He took some time to make up his mind. A horse was a delicate matter. Arabs waited for foreigners anxiously and had no remorse cheating, selling them sick camels, old mules and horses. No animal offered at Harar’s market was of any value. With a fast look, Djami would give his diagnostic: twisted legs, bad teeth, bad spine formation and too many scars. It was the age of big beast markets, where one would find tracker dogs, huge black Abyssinian cats to clean the house of rats, Egyptian mules and Yemenite camels. Only once in a while, horses of good breed.
Abdo had got used to his walks trough the plains, never getting too far from the walls and armed, of course. He came back at dusk.
He knew it was necessary to invest in a good Arab horse.
One morning, five merchants showed up with a variety of horses. Djami told his master, quite excited, that he had seen the most beautiful beast of the city, an “Appaloosa”, the prophet’s favorite breed, black and white, a young and vigorous colt.
Abdo identified it before anybody had said a word. Abyssinian, white with black patches, proud under the rain, stamping and moving his sharp head frantically.
—Look here, Prince, feel his fragrance! Come near and smell this colt that has Allah’s blessing.
Yes. He could smell him. He had that spicy perfume, like the mango’s flowers, like the scent of vanilla. The scent of young barks of big and secret trees of the prairies.
The traders stayed at a nearby hotel and the horses at Rinbo’s comfortable stables, between camels and mules, with plenty of forage. Nobody stirred except Dongolo. Djami went out many times to see them. Next morning he told Abdo Rinbo that there was indeed a young colt in there.
—He is worth what they are going to ask for him, but we’ll pay them half of that.
It wasn’t easy to acquire him. Negotiations lasted for a week, with Abu Zahir, who was enjoying very much the whole affair. News extended through the whole city and adjacent villages and in the following days a crowd bending over the pens and mangers became part of the show. Every time Dongolo appeared, the crowd would shout loudly.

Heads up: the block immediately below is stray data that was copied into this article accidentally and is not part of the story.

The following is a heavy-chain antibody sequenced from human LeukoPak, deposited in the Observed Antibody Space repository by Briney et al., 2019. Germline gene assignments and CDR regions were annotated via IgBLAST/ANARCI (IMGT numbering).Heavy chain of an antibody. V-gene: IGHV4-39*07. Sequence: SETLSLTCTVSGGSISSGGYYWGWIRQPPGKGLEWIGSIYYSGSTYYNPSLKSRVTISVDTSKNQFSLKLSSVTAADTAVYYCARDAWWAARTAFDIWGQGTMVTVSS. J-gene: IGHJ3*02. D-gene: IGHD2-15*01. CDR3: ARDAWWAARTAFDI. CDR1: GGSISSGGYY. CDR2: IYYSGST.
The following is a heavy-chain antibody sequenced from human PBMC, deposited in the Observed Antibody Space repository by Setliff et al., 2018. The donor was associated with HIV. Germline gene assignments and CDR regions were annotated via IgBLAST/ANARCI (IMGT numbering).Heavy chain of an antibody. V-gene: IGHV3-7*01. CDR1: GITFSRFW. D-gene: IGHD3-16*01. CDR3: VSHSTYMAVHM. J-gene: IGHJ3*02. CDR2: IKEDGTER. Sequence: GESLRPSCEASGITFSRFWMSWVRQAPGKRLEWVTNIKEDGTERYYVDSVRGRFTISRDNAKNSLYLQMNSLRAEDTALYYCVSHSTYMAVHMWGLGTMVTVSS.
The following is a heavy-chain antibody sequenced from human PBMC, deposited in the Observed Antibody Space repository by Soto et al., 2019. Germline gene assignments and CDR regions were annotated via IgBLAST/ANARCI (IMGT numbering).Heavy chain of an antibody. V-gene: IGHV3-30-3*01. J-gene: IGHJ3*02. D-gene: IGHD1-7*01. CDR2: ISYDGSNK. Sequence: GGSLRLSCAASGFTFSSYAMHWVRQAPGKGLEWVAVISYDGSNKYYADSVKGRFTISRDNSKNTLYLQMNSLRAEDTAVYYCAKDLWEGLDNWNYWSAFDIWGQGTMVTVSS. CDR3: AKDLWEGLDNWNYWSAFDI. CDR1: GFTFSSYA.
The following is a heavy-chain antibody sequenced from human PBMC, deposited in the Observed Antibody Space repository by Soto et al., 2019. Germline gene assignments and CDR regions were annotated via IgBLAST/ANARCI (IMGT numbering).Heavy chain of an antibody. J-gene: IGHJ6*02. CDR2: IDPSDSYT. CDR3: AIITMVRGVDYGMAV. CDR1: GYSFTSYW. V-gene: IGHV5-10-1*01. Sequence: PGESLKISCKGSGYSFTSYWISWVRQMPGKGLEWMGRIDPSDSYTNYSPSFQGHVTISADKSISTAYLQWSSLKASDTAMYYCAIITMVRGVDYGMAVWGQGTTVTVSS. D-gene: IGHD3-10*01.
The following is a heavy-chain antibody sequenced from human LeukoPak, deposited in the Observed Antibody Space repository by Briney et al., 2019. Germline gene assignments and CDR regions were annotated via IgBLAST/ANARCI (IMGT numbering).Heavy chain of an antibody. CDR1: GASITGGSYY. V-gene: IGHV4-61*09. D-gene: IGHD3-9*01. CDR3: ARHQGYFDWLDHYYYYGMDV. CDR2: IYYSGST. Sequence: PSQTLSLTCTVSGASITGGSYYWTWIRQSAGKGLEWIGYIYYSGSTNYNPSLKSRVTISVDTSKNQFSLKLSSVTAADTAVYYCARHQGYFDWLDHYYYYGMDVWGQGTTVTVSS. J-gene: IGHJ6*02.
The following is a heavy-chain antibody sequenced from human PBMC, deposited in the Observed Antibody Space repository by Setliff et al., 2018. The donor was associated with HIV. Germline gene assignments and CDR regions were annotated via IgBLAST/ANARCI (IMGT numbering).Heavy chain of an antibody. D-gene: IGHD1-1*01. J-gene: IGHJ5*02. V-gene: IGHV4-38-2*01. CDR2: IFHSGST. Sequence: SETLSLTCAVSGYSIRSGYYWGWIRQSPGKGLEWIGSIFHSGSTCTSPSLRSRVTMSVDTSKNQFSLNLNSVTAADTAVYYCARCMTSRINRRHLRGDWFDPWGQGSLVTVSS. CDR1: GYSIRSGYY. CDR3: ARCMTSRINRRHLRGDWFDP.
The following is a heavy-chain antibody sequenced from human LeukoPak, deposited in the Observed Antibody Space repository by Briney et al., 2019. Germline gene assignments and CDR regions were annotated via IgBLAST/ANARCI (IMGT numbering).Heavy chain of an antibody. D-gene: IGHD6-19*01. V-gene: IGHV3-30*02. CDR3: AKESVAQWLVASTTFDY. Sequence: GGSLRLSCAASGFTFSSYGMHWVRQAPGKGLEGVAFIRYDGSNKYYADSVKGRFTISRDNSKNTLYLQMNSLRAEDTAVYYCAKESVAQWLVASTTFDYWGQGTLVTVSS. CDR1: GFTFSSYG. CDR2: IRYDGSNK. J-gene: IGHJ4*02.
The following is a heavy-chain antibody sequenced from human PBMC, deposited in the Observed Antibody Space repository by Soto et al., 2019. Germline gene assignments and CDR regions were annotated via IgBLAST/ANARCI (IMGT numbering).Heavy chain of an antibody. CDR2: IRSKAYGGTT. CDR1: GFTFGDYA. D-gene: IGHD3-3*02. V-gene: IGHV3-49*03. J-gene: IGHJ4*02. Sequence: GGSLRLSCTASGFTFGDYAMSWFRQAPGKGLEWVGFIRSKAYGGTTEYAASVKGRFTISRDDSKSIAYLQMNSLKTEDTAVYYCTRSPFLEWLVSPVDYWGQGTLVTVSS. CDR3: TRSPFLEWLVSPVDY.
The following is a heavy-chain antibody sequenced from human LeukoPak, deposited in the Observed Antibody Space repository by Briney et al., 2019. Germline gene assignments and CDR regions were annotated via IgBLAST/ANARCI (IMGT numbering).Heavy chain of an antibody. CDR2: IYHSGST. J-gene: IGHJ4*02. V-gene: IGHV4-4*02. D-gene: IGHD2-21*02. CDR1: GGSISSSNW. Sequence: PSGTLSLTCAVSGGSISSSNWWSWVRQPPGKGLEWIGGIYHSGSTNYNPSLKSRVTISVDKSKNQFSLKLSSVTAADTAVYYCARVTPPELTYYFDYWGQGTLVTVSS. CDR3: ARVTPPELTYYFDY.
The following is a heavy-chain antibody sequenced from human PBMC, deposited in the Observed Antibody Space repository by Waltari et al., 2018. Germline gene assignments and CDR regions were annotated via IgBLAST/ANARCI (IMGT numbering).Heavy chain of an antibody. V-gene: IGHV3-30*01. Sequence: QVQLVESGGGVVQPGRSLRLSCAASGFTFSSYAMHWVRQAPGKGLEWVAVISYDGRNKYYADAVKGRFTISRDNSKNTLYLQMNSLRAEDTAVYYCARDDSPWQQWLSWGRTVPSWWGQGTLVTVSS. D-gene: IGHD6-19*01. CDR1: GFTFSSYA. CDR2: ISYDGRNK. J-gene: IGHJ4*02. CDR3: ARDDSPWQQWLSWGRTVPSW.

—There isn’t in all of your warehouses enough gold to buy him. Not even all of your riches, which are many, could be enough to buy this wonder. Do you know, my lord, how many gold coins could I obtain for this colt in Cairo?
Abu Zahir’s strategy went on like this for many days, explaining to Abdo Rinbo that with this white and black colt he would be capable of embracing the earth, of penetrating the secret lands without any suffering, going farther into the unknown.
—Dongolo knows the path to Sheba’s reign.
Abdo Rinbo was silent, as usual. His silence was his best weapon. He could see himself entering Sheba with that horse. Dongolo would stump tenderly after sniffing him; he would be his friend of silence. Besides, he wouldn’t live alone anymore. Not ever again. The world was waiting for him. Breeze, sweet like honey, Breeze-Blue Water, his Mahadmi, with whom he already dreamed. There would be another horse for Breeze and another one for Djami. Sacred cities would emerge from the sands and the old dream, the hidden valley full of flowers, was going to be discovered amongst the saffron-colored rocks. He would be in the middle of those rainy nights, amongst distant moans, with his horse and the old images that he tried hard to keep away.